It rained the night that Gavin MacCallum died. On his way home from yet another faculty mixer, his favored whiskey caused him to veer off the road and crash into a large tree. He was dead for 2 full minutes, until the paramedics managed to revive him in the ambulance.
He woke 3 days later, his tongue thick inside his mouth. As he tried to sit up, he realized just how weak he was. He groped for the call button, to beg for some water. A nurse with a kind smile came in, and helped him sip some water and get more comfortable. “You’re a lucky boy.” She said as she laid him back against the pillows. “Not many people would have come away from that.” She winked as she straightend his covers and checked his IV. She patted his shoulder and left the room.
An hour later, his father walked in, impeccably dressed in a three piece suit, which Gavin knew was bespoke. He could afford it, being one of the more expensive defense attorneys in the state. “Well. You sure stepped in it this time, son.” He said unsmiling.
“I guess you could say that” Gavin croaked. “I’m sor-”
“Save it. The judge is willing to give you a suspended sentence if you complete 90 days of rehab. I’ve found you a place near San Francisco that has an opening and will take you as soon as you are cleared. If you complete 90 days of rehab and pay the $3600 fine and pay the owners of the tree for damages, you’ll be free and clear.” He laid a leather portfolio on the tray table. “There’s all the details.”
Gavin reached out a trembling hand to read through the documents. “I appreciate this Dad.” He began.
“Save your thanks. I’ve paid the fines and for rehab, but that’s it Gavin. I’m done and you’ve embarrassed me for the last time.” He turned to leave the room, and lobbed this parting shot over his shoulder. “I’m just glad your mother isn’t here for this.”
Gavin threw his water pitcher at the closed door behind his father. He dropped his head into his hands and wept.
“Gavin, you have to participate in these classes. Your probation doesn’t apply if you don’t apply yourself to this program.” Sarah stared at the slumped figure across from her. She cleared her throat delicately and flipped through the open folder. “You’ve been here for a month, and you don’t talk to anyone, you don’t share at meetings, and you are generally difficult to the staff.” She closed the folder and braced her elbows on the desk. “If you don’t begin to participate, I’ll have no choice to tell the judge and I believe you will finish drying out in jail. I don’t want that and neither do you.”
“No, I don’t.” Gavin stared down at his hands, and the small scar left by flying glass on his thumb. “I just think I can kick this thing without all the touchy feely crap.”
“So did I.” Sarah said softly. “Until I lost my son. That was my wakeup call, that was my bottom. I found myself here a week later, and I’ve been clean and sober for 12 years. My son is in college now, and he’s going to be a doctor. All because I chose to work the program and get my life right.” She sighed. “But I can’t make you participate, that has to be your choice. I can’t do this for you. I’ll give you a week. After that, if you aren’t participating, then you go back to the judge, no second chances.”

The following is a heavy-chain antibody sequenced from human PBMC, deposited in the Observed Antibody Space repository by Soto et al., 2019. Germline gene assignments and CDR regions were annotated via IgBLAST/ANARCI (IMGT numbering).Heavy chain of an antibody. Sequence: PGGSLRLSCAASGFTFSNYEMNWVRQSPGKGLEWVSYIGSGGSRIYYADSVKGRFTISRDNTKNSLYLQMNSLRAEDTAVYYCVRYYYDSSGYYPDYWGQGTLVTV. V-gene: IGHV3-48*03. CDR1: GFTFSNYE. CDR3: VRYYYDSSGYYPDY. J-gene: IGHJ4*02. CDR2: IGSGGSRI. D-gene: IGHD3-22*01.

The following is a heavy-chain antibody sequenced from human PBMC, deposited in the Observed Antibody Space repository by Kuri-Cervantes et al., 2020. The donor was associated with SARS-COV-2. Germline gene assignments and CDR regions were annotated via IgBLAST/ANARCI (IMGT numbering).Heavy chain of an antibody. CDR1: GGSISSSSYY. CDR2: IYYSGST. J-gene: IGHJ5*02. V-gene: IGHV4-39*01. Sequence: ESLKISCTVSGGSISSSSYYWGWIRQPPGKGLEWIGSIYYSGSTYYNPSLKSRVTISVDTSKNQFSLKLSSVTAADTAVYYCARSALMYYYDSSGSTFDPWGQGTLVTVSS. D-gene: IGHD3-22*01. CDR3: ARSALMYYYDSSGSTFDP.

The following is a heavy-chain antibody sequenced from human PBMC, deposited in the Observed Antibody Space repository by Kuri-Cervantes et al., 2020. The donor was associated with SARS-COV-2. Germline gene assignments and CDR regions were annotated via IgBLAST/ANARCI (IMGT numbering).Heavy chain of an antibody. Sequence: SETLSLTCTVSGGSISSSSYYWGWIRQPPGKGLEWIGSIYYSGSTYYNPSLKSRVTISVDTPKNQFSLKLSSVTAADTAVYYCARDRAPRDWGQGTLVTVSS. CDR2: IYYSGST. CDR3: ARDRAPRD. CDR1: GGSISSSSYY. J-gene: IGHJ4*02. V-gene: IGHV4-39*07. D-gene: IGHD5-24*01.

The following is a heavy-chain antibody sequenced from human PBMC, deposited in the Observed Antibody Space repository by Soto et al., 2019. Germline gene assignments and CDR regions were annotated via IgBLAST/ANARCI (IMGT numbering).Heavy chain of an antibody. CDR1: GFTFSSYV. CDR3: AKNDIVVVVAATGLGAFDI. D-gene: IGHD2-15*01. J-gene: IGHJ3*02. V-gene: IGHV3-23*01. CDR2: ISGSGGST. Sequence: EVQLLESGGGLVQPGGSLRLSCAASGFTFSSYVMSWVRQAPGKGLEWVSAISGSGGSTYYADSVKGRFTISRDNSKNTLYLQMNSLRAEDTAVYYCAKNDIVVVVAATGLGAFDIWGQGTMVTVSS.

“I understand.” Gavin stood, tucking his hands into his pockets. “I’ll do my best.”
He left the office and stormed down to his bedroom. He sat, staring hard at the floor as he replayed the conversation over in his head. He sat that way through dinner, through the evening rec time. He finally stood and walked down to the meeting room, where the speaker was sharing their story. As they finished, and everyone clapped, the leader asked for someone else to share. Wiping his hands on his jeans, Gavin stood up. “I’d like to share.” He walked up to the front of the room and stood behind the lectern.
“This is good.” He said, running his hands over the smooth and familiar feel of the wood. “This I’m used to, it’s just usually to a room full of bored kids looking for their English credit.” The crowd tittered softly. “They never knew I was already drinking. That there was whiskey in my coffee, whiskey in my tea, just straight whiskey in the cup on my desk during office hours. They never knew that it was the only way I could function, the only way I could get up there and talk to them about Keats or whatever. Anytime there was people involved, I was drinking. Anytime I had to talk to people, I was drinking. This is the first time I have ever stood up before a crowd and spoken without alcohol. And I hate it. I’m worried about what you think about me, my hair, my big nose, my general demeanor. I’m worried that I’m messing all this up already, and most of all, I’m worried that I can’t do this. I’m worried I’m too far gone.” He sighed, running a hand through his hair. “My name is Gavin, and I’m an alcoholic.”
100 days after he’d left for the last time, Gavin opened the door to a very musty apartment. Dust motes danced through the air, and he sneezed. He dumped his bag by the door and walked around opening windows. Sitting down, he began to sort through his mail. Mostly bills, which he knew his father had already taken care of. One heavy cream colored envelope caught his eye. Opening the letter, he read the condolences on the death of his aunt Prudence a few weeks before. He was named as a beneficiary in the will, and could he meet to discuss the will at his earliest convenience. Looking at the stationary, and the return address of Provincetown, Massachusetts, he wondered if a short trip might be just what he needed. He looked over at the photograph she had sent years earlier, a large yellow house with blue trim, and riots of flowers at the windows. Turning to boot up his laptop, he decided to fly out and see what was what.